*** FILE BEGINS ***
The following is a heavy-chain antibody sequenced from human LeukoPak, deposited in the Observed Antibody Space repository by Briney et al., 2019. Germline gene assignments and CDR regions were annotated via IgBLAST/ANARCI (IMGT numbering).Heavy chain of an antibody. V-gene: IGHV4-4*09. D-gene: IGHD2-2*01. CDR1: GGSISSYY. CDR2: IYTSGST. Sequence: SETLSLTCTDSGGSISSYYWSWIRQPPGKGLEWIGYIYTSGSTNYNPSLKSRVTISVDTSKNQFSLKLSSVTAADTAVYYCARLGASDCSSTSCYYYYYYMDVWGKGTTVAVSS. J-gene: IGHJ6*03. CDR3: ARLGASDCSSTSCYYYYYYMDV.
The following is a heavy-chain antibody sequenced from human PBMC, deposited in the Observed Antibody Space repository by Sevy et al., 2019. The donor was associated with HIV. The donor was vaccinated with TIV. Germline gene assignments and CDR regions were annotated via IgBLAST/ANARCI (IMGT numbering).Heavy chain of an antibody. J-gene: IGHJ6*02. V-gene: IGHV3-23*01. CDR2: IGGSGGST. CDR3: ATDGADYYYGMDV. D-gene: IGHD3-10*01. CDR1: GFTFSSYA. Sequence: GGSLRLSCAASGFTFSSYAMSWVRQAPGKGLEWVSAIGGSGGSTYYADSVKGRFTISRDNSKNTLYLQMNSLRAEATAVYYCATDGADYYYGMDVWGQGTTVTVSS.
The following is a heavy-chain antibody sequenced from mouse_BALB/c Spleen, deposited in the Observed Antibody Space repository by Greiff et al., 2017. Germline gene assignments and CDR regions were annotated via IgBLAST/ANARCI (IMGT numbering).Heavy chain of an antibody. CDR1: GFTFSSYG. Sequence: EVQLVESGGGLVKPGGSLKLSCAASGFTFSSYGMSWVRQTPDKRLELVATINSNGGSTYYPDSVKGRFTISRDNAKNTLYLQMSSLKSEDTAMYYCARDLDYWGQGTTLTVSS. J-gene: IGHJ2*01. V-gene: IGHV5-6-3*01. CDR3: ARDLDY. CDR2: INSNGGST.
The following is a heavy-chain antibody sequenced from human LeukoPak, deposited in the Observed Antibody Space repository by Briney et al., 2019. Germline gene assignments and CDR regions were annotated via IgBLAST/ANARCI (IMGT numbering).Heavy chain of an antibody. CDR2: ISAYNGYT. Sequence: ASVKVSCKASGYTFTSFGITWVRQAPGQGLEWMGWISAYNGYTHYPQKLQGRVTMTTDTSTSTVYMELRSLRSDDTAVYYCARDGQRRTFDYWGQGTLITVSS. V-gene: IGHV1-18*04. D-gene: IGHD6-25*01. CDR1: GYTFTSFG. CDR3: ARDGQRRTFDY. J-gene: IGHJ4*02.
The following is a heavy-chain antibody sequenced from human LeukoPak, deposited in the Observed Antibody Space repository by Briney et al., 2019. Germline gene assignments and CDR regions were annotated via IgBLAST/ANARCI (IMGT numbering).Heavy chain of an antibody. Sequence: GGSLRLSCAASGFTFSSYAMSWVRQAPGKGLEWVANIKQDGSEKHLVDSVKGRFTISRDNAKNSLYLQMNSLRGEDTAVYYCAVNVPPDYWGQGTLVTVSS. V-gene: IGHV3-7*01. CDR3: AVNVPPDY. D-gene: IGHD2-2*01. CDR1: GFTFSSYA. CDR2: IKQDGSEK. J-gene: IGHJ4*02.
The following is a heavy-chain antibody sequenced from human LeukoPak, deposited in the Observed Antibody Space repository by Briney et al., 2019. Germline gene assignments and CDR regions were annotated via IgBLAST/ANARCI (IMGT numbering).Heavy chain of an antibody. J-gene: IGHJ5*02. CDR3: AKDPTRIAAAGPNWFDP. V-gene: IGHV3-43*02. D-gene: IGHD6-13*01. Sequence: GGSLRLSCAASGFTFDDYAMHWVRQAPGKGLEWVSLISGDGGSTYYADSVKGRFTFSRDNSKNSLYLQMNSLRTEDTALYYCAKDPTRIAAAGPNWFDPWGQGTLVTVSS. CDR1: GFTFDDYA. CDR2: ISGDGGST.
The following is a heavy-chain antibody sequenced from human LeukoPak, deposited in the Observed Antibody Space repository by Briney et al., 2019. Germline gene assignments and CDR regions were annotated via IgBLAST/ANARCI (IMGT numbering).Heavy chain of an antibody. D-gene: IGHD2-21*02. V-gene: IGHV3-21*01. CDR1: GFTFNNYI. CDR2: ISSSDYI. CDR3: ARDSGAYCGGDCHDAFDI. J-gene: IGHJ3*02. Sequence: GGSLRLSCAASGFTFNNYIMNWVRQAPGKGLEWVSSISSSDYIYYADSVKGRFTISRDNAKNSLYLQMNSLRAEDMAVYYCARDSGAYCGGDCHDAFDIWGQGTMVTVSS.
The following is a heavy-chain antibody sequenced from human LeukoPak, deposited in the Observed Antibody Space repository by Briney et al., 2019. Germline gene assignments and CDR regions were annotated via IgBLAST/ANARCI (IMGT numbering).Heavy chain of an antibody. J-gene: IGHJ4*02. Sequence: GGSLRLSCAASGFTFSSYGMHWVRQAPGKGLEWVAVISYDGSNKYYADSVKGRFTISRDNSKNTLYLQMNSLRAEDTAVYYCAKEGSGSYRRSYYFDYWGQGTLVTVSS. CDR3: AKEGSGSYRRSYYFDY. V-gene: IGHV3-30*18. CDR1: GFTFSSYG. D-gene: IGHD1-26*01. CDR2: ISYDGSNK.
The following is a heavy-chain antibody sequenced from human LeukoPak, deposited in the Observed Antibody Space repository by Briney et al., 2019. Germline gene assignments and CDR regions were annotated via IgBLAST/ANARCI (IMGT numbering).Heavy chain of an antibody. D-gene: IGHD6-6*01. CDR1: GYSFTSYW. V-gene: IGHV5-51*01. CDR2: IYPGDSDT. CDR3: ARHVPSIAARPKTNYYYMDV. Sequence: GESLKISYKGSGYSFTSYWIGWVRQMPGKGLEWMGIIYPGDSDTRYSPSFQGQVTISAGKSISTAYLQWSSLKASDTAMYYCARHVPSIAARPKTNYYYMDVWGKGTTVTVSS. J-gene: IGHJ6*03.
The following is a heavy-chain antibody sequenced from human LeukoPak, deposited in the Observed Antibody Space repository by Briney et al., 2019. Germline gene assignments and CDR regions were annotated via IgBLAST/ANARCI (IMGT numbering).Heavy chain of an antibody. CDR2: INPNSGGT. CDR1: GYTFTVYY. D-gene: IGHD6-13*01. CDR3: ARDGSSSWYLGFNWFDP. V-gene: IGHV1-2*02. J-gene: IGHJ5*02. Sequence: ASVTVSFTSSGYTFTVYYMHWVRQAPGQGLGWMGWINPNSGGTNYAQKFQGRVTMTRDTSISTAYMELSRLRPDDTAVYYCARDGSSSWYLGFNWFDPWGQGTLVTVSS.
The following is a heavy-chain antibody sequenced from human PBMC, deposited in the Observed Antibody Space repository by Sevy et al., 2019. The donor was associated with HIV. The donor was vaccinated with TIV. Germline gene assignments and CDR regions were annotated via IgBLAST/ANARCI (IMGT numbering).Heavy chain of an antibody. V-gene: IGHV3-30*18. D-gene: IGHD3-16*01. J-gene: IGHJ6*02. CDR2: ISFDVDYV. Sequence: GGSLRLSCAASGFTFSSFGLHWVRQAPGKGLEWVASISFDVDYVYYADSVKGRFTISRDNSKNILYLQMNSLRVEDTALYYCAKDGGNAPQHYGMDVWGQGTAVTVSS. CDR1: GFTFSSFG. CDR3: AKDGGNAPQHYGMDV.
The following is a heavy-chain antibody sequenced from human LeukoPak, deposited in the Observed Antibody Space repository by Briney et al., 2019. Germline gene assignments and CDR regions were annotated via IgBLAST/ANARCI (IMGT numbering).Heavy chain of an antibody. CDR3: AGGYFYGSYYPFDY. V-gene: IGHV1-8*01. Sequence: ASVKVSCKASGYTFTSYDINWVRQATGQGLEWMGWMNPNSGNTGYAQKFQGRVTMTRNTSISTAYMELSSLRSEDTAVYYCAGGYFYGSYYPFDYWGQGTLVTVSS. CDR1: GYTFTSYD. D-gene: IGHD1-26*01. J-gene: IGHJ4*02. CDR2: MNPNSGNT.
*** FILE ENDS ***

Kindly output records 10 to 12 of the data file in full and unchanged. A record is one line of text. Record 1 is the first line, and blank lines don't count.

The following is a heavy-chain antibody sequenced from human LeukoPak, deposited in the Observed Antibody Space repository by Briney et al., 2019. Germline gene assignments and CDR regions were annotated via IgBLAST/ANARCI (IMGT numbering).Heavy chain of an antibody. CDR2: INPNSGGT. CDR1: GYTFTVYY. D-gene: IGHD6-13*01. CDR3: ARDGSSSWYLGFNWFDP. V-gene: IGHV1-2*02. J-gene: IGHJ5*02. Sequence: ASVTVSFTSSGYTFTVYYMHWVRQAPGQGLGWMGWINPNSGGTNYAQKFQGRVTMTRDTSISTAYMELSRLRPDDTAVYYCARDGSSSWYLGFNWFDPWGQGTLVTVSS.
The following is a heavy-chain antibody sequenced from human PBMC, deposited in the Observed Antibody Space repository by Sevy et al., 2019. The donor was associated with HIV. The donor was vaccinated with TIV. Germline gene assignments and CDR regions were annotated via IgBLAST/ANARCI (IMGT numbering).Heavy chain of an antibody. V-gene: IGHV3-30*18. D-gene: IGHD3-16*01. J-gene: IGHJ6*02. CDR2: ISFDVDYV. Sequence: GGSLRLSCAASGFTFSSFGLHWVRQAPGKGLEWVASISFDVDYVYYADSVKGRFTISRDNSKNILYLQMNSLRVEDTALYYCAKDGGNAPQHYGMDVWGQGTAVTVSS. CDR1: GFTFSSFG. CDR3: AKDGGNAPQHYGMDV.
The following is a heavy-chain antibody sequenced from human LeukoPak, deposited in the Observed Antibody Space repository by Briney et al., 2019. Germline gene assignments and CDR regions were annotated via IgBLAST/ANARCI (IMGT numbering).Heavy chain of an antibody. CDR3: AGGYFYGSYYPFDY. V-gene: IGHV1-8*01. Sequence: ASVKVSCKASGYTFTSYDINWVRQATGQGLEWMGWMNPNSGNTGYAQKFQGRVTMTRNTSISTAYMELSSLRSEDTAVYYCAGGYFYGSYYPFDYWGQGTLVTVSS. CDR1: GYTFTSYD. D-gene: IGHD1-26*01. J-gene: IGHJ4*02. CDR2: MNPNSGNT.